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Microfiltration for Second-Stage Softening Provides Many Benefits to an Automotive Assembly Plant in Mexico

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General Motors de Mexico (GMM) owns and operates an assembly plant in Silao, Mexico. The plant is located in an arid region, and approximately 350-km northwest of Mexico City. The source of the water supply is six wells located on the GMM site. The well water is characterized as moderately hard, with both calcium and magnesium present. It also contains a high concentration of dissolved silica.

Due to an impending expansion of the assembly plant in 1999 and plans to build a new engine plant in 2001, GMM initiated a Water Management Project (WMP) in 1997. The project included water conservation, and the expansion and upgrade of the existing water and wastewater treatment facilities. This paper concentrates on the water treatment plant expansion and upgrade.

Prior to the WMP, Silao plant utilized single-stage softening with lime. The key components of the water treatment plant were two solids contact clarifiers (SCC's). The SCC's operated at a pH of 10 with lime addition. The clarifier effluent was neutralized by using sulfuric acid, and then filtered, disinfected and stored in a (potable water) storage tank. The sludge generated in the reactor/clarifiers was pumped into a sludge holding tank, and then dewatered by a plate-andframe filter press. The treatment system was effective in the removal of calcium from the groundwater. However, silica and magnesium were only partially removed by the treatment system.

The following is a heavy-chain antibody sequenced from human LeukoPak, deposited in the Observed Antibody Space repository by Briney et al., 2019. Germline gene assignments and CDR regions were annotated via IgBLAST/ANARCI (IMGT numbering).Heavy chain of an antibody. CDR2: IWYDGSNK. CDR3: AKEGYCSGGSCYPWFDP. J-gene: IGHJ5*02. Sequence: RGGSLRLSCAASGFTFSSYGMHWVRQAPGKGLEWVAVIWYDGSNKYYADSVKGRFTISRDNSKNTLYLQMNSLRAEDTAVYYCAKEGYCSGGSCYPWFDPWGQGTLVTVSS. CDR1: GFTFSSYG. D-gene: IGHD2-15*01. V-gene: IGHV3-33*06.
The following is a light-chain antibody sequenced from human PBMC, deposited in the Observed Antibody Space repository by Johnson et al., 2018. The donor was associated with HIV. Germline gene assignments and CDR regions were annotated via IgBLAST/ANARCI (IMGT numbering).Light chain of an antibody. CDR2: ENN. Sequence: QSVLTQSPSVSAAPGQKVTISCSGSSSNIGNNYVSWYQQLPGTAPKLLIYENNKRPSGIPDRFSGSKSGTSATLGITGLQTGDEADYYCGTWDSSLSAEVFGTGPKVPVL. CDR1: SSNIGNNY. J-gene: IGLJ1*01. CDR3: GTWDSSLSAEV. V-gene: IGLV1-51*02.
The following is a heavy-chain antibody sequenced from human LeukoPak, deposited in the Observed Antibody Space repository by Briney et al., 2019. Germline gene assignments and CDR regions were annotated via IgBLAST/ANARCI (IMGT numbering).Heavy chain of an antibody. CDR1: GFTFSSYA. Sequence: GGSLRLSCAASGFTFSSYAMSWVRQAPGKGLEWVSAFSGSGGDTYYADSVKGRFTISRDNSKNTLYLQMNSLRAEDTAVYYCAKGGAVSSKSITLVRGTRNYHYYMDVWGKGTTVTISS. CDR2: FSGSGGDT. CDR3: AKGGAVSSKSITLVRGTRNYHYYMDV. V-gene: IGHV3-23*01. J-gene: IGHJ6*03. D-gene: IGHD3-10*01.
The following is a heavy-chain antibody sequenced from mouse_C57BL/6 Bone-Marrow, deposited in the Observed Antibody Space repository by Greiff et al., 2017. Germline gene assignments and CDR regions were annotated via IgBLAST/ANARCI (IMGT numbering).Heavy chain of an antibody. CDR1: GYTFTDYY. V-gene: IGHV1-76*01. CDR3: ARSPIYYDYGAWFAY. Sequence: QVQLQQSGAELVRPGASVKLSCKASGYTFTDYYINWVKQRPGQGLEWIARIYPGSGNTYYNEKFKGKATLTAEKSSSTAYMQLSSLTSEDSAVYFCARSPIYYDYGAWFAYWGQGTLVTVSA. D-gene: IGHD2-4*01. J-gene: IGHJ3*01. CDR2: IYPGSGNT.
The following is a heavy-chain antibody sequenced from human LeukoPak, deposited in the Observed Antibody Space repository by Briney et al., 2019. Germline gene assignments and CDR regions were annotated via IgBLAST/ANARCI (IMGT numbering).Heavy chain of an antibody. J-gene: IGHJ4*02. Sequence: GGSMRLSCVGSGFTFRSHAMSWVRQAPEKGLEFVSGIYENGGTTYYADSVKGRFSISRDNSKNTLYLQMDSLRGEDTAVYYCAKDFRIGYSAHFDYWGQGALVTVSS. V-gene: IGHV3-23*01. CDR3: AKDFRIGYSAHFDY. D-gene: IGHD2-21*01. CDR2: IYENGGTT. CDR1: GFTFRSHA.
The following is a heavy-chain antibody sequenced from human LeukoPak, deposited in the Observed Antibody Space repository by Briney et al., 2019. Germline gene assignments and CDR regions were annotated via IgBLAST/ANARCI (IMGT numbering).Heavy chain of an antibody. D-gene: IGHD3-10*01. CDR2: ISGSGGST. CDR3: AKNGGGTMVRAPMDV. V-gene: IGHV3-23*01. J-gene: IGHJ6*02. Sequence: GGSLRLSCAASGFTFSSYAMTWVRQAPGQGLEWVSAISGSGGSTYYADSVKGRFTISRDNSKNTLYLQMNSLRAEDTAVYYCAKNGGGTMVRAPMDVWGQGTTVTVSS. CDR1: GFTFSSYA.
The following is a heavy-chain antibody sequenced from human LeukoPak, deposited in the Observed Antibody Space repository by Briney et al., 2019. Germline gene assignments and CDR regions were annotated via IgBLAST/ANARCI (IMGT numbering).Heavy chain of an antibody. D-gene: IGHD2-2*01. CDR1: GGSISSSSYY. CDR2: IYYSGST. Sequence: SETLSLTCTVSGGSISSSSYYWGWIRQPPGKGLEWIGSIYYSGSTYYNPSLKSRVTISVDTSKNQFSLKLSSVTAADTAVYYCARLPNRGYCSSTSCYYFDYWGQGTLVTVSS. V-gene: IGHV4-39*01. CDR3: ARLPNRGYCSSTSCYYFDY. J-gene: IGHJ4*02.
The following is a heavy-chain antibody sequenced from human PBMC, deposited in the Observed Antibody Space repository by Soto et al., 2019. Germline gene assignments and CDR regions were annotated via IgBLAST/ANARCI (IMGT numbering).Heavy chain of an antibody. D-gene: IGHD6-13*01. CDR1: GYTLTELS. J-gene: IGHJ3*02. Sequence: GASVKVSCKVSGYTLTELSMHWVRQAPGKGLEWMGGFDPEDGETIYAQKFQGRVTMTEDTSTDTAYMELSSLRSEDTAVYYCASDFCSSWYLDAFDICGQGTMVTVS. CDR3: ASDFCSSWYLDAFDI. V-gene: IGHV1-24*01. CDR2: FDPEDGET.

The upgrade focused on improving the removal of total hardness (i.e., magnesium) and silica, while employing those processes that conserved water and minimized wastewater generation. To determine optimal conditions, laboratory and pilot tests were performed. The testing determined that a two-stage softening process was needed to achieve GMM's water quality requirements. The two-stage process was realized by installing recarbonation and microfiltration equipment downstream of one of the SCC's and operating the first-stage softening process at a pH of 11.5. The other softening train remained a conventional single-stage softening operating at a pH of 10. The two-stage system has produced a water supply that is low in calcium, magnesium and silica. This has enabled GMM to minimize blowdown from process equipment and conserve water.
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Document Type: Research Article

Publication date: 01 January 2001

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